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masks

I wanted to address something that popped into my head after one of Kati's comments.

Every Sunday I see a young usher at Mass wearing a suit and tie just like all the others except that this one happens to be a young woman.

We all need to wear masks sometimes.

Certain jobs require a unisex uniform or that no jewellery be worn. It doesn’t make the person any different on the inside.

It gets even more complicated if the person is transgender and they would like the option to present differently. But then imagine yourself being employed in a fortune 500 company, being a male and wanting to wear a dress and heels to work. Some things just aren’t done because we are considered to be a distraction or deemed to be going too far. It changes nothing about who you are except that you are now confusing others and that is not allowed.

Gender and it’s expression are sacrosanct to many which is why everyone looks like a carbon copy and few are brave enough to bend the rules.

But then what if you never crossdress like my friends Calie or Jack Molay. Does that make you any less gender dysphoric? I for one don’t think so.

I am trans and am always going to be regardless of the mask I am wearing at the time. The key is accepting and repatriating what used to be an unwelcome appendage and working out our internal mechanics in order to achieve our liberation.


Comments

  1. First, an apology. I am in danger of wearing out my welcome by commenting too frequently. Whenever my dysphoria is bad, I tend to make a nuisance of myself in blogs and forums. Hopefully this rough patch will soon fade and I can get back to being a faithful but relatively quiet reader.

    Perhaps you are simply farther down the road than me and have a clearer perspective, but I have no sense of liberation. Just the opposite. I feel subjugated by internal force(s) which are unwelcome and beyond my understanding. I feel like I am in the grip of something which is both in me and beyond me. I feel like a slave to an invisible, incomprehensible master. Liberation? Not me. Not yet.

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    Replies
    1. you are always welcome Katie...

      Delete
    2. Kati,

      I also completely understand where you're coming from. Acknowledging that oneself is transgender is one thing, but accepting and appreciating our transgender nature can be very hard. It feels lonely at times, scary, and threatening.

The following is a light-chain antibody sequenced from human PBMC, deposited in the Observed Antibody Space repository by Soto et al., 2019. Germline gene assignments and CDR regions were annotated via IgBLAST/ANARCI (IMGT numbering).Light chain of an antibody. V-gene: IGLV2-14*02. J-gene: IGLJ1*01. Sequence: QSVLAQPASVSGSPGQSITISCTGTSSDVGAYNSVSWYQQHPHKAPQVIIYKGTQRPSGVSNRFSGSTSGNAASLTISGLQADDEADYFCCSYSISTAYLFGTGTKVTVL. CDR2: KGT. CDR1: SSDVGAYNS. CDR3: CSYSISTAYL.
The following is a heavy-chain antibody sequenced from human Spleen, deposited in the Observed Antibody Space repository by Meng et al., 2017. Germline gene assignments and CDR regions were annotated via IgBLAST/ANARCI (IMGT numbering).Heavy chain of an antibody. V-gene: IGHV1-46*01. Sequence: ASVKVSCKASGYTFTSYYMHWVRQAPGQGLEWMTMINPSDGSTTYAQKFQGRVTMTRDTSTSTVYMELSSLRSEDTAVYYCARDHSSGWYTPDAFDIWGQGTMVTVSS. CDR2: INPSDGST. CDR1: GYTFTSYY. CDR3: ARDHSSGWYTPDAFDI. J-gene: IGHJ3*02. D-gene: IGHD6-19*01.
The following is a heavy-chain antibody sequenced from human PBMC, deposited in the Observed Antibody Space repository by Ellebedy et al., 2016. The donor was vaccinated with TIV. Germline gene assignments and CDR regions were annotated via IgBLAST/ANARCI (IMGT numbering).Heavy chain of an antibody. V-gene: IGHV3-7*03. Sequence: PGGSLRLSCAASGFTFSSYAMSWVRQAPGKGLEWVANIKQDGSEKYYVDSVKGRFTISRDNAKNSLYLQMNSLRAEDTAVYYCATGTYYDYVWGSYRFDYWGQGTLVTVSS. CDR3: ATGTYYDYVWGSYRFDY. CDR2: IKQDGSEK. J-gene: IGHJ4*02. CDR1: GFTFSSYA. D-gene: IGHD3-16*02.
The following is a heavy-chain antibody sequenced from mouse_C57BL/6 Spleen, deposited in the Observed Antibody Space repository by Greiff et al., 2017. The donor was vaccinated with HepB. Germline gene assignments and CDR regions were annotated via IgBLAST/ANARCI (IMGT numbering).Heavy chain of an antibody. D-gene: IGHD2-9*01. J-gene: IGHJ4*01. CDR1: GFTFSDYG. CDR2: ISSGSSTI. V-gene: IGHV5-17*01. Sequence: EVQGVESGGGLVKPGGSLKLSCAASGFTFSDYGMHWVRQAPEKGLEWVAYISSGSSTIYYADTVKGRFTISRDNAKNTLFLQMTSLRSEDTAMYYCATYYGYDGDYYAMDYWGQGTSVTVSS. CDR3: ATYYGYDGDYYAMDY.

For me (and, of course I can only speak for myself) it's taken a couple of years to undo almost six decades of shame, fear, and self-loathing. How did I do it? No simple answer. Lots of study, research, participation in web resources such as Joanna's, opening up to therapists, and in general, really realizing that it's not my fault. I was born this way.

      I also started accepting and enjoying taking care of myself in my own skin. I do crossdress in private, sometimes under my male clothing. Not all the time, when I don't feel the need. But when I do, I love it. It's not erotic but it is euphoric at times. Other times it just feels good and right. Like writing here, now.

      Give yourself time and patience. We are all on the Hero's Journey.

      Delete
  2. I more than completely understand where you are. But allow me to explain what I mean by liberation because you won't be free from gender dysphoria necessarily just the excessive pain that it can sometimes cause us. It's like becoming more the master rather than its slave.

    As far as understanding it we are a long way off from that yet but you can find a way of comprehending the way it behaves in you and develop a way to cope.

    ReplyDelete
  3. So it seems that some use masks to look and feel like their inner woman, while others use those masks to hide the inner woman. If this works for you then be happy. You have succeeded in dealing with your dysphoria.
    Sadly these fixes don't always work perfectly all the time and come with all sorts of unintended and unwanted consequence. This is the unfortunate truth. This however, does not in anyway diminish the good such a fix can do. It just is what it is. As Jo points out, we live in an imperfect world.

    ReplyDelete

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